Childhood homelessness is a significant public health concern.1 2 More than 120 000 children in England were living in temporary accommodations in 2018, an increase of approximately 80% since 2011.3 Homelessness has a wide range of adverse effects on child development because it can contribute to pervasive disruptions within school and community relationships,4 substandard housing conditions,5 and unstable family dynamics and routines.6 Prior studies indicate that children experiencing homelessness display more emotional and behavioural problems than their consistently housed peers.7–9 For example, a 2015 meta-analysis showed that 10%–26% of homeless preschoolers and 24%–40% of homeless school-aged children had mental health problems requiring clinical evaluation.1 While most research on homelessness and children’s mental health is cross-sectional, some evidence suggests that repeated experiences of homelessness are important to consider. A study by Sandel and colleagues found that infants who were homeless both prenatally and postnatally were at the highest risk of developmental delays and poor health,10 consistent with research documenting the importance of the duration of other forms of childhood adversity, such as poverty.11 Relatedly, other studies indicate potential sensitive periods during which the impact of adverse experiences interact with dynamic brain systems to subsequently alter behaviour and mental health12–15; however, few studies have examined how the timing of the first episode of homelessness impacts mental health outcomes in early adolescence. Furthermore, few studies have examined sex differences in associations between homelessness and internalising and externalising behaviour trajectories across early adolescence, even though studies on other forms of childhood adversity suggest this is important to consider.16 17 It is possible that differences in the timing of the onset of puberty between men and women partially explains the sex differences in the impact of adverse experiences on the trajectories of internalising symptomatology.18 More specifically, women tend to exhibit internalising problems, whereas men are more likely to demonstrate externalising problems during adolescence19 20; yet, few studies have examined sex differences in the association between homelessness and mental health trajectories.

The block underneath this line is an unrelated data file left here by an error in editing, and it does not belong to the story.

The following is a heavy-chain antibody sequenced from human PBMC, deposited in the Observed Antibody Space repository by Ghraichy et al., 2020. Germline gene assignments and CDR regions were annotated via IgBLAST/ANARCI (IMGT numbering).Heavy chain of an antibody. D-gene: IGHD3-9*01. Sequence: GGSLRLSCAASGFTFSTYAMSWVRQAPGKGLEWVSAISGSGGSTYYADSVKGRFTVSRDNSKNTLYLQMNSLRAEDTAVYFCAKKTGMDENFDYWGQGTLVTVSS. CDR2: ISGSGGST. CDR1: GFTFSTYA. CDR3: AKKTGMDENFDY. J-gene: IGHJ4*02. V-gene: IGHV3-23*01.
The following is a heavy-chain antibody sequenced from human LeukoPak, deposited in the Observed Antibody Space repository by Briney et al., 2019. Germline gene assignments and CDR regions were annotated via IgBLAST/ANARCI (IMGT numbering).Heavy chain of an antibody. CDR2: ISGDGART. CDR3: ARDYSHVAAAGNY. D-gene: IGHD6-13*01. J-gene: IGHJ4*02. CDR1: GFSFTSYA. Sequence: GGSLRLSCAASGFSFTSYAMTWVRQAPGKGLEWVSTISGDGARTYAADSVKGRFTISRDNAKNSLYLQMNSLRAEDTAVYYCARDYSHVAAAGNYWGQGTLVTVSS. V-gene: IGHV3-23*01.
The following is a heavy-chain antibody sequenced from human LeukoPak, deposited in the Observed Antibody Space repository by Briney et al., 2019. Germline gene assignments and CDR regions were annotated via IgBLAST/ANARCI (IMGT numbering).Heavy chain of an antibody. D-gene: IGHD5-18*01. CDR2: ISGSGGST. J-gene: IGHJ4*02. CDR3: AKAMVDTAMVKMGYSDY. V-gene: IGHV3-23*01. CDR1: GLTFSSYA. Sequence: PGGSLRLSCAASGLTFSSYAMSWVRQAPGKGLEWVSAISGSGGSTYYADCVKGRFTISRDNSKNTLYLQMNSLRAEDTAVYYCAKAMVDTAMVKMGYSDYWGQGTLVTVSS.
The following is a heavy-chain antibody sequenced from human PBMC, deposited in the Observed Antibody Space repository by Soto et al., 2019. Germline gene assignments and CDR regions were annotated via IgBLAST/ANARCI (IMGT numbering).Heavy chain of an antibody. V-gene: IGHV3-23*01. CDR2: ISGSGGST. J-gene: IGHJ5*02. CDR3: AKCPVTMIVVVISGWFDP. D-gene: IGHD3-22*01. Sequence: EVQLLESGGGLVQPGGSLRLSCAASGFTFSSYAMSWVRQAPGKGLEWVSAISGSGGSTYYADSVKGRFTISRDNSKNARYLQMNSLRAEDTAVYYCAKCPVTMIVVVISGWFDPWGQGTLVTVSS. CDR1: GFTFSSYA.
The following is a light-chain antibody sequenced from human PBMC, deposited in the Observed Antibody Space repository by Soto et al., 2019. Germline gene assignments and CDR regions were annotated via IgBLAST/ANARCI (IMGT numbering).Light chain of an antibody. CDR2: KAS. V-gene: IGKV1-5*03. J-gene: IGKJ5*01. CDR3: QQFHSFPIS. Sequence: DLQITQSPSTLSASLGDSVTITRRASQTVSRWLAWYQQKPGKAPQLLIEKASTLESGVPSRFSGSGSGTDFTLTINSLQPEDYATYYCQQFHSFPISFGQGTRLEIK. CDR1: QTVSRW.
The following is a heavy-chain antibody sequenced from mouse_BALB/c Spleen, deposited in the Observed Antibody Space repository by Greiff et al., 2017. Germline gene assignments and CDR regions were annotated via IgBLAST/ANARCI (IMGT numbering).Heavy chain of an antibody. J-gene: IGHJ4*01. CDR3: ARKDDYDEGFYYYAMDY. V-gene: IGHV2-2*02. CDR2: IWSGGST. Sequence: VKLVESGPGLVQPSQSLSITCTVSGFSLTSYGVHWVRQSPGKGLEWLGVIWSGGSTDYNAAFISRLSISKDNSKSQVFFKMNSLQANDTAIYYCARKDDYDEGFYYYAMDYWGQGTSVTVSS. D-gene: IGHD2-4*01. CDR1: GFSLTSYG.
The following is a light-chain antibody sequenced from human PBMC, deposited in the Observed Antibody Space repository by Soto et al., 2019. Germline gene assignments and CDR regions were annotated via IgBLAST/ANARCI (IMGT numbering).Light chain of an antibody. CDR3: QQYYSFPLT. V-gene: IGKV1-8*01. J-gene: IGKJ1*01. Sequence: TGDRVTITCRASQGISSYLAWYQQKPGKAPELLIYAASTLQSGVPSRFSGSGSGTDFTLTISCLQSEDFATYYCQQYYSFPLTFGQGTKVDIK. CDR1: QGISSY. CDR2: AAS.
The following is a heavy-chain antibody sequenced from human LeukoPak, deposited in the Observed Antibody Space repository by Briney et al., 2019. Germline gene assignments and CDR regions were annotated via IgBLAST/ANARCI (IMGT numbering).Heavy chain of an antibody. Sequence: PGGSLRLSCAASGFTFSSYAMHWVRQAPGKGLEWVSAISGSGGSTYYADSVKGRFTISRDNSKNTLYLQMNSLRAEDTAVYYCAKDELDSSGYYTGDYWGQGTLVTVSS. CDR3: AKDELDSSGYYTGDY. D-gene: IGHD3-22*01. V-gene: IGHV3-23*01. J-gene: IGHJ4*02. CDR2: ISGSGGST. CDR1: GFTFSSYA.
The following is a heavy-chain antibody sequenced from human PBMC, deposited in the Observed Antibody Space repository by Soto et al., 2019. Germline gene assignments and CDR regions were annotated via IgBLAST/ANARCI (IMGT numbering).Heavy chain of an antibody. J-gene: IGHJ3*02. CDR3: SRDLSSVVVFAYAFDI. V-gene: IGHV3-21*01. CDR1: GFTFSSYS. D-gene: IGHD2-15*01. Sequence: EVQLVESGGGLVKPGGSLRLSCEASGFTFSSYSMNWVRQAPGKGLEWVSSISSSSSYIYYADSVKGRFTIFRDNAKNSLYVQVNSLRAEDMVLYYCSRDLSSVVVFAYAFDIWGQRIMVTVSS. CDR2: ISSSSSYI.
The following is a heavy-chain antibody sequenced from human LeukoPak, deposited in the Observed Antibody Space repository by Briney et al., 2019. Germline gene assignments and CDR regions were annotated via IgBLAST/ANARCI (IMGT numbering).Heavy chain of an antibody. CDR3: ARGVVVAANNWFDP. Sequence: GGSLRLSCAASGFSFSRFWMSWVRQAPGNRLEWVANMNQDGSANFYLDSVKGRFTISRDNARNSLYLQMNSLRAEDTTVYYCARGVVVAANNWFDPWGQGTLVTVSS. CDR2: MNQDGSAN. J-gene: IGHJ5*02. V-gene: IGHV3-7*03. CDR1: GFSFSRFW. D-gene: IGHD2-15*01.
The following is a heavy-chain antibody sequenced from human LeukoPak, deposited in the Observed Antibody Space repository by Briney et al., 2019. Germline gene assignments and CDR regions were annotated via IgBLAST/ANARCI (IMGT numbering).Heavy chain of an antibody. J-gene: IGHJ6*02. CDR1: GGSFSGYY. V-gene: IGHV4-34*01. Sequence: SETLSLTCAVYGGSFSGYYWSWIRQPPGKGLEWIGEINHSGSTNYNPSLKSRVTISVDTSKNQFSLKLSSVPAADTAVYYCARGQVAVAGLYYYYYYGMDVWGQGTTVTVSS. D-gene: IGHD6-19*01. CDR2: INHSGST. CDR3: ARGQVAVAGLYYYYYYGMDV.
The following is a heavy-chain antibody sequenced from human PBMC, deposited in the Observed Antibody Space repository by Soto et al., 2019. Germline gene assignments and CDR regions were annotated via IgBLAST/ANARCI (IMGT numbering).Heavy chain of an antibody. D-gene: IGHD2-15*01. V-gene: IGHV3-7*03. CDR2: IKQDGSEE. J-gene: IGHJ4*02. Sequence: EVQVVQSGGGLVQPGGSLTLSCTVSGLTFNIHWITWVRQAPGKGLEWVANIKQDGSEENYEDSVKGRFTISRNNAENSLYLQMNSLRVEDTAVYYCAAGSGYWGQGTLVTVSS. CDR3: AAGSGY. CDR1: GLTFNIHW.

In this study, we use prospective data from the Avon Longitudinal Study of Parents and Children (ALSPAC) to examine longitudinal patterns of homelessness exposure in childhood on trajectories of internalising and externalising problems across early adolescence. Emerging evidence from several longitudinal studies suggests that early childhood may be a period during which neurodevelopmental processes (eg, neural development, DNA methylation patterns and cognitive functioning) are particularly vulnerable to the effects of severe adversity.21–23 Moreover, early adolescence represents a developmental period in which the onset of and changes in psychopathology are most often observed symptoms.17 Therefore, to better inform policies and practices, we sought to elucidate how the timing of exposure homelessness across the early childhood period impacts internalising and externalising symptomatology across early adolescence. We extend prior research on the associations considering childhood homelessness in three ways. First, advancing on studies that consider any life history of homelessness as a dichotomous exposure, we operationalise homelessness to consider (1) any experience of homelessness from prenatal to 9 years of age (ie, ever homeless); (2) the timing of the first episode of homelessness (ie, prenatal, early childhood and middle childhood); and (3) the cumulative frequency of homeless episodes before age 9. Second, building on cross-sectional studies that rely on shelter-based samples,7 24 25 we use a population-based cohort to examine the longitudinal associations of child homelessness on trajectories of internalising and externalising symptoms across early adolescence. Third, we assess whether these associations differ between boys and girls. Based on previous literature,10 we hypothesise that children whose first episode of homelessness occurred prenatally or during early childhood and children with repeated experiences of homelessness will have the highest levels of internalising and externalising symptoms. Given that evidence with regard to sex differences in the association between homelessness and psychopathology is limited, this aim is exploratory.